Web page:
Additionally, the outer garment must be capable of being worn under diverse climatic conditions, so that the owner of such garment can wear same for several months of the year, in mild weather and in seasonably cold weather, with equal comfort. The outer garment must achieve its suitability for diverse athletic activities without sacrificing its attractiveness for casual wear, thus appealing to a wide segment of the purchasing public.

Manifestly, the objectives stated above have been addressed by numerous clothing designers over the years, and with varying degrees of success. In order to obtain adequate warmth for outdoor wear, one has had to accept bulky fabrics, which interfered with athletic activities, at least in some instances. In other approaches, exotic light-weight materials have been utilized that have priced the resulting outer garment at such a level that only the very well-to-do can afford to purchase same.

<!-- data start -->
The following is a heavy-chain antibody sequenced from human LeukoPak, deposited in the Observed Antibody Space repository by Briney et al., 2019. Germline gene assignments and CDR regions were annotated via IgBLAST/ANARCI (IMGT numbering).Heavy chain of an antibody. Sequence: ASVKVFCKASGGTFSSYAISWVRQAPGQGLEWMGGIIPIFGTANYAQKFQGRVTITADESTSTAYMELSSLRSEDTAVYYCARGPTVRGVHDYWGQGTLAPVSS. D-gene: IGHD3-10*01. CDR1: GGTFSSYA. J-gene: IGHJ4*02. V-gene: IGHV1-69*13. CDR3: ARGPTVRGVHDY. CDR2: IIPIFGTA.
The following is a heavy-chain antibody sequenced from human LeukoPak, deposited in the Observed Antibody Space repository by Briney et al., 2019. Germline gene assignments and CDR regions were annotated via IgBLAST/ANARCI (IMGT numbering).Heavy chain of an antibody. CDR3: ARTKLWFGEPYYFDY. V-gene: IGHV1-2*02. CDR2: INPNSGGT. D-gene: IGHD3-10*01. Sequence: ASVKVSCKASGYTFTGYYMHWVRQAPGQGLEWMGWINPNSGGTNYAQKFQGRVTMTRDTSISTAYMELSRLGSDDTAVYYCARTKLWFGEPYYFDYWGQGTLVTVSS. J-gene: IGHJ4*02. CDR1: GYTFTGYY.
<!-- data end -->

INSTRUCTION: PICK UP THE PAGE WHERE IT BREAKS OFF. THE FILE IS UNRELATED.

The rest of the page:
One attempt to address the conflicting demands placed upon the designer and/or manufacturer of outer garments for athletic purposes is shown in U.S. Pat. No. 2,112,788, granted Mar. 29, 1938, to Gordon W. Rosenberg. Such patent discloses an outer garment, such as a golfing jacket, that provides a maximum degree of freedom for the upper part of the wearer's body, while still maintaining a neat appearance. Rosenberg relies upon an elastic lining 7, 8 within the garment. The elastic lining, as noted in column 1, lines 19-33 of Rosenberg, urges the sleeves to a normal position relative to body 1 of the garment, and maintains the sleeves in such position until the wearer's arms or shoulders are moved. Cross-stitched connections 9 between sleeves 2 and extensions 5, and pleats 15 defined between the rear panel 8 of lining 7 and back section 1 of the garment, further enhance the ability of the wearer to move his arms and shoulders relatively freely.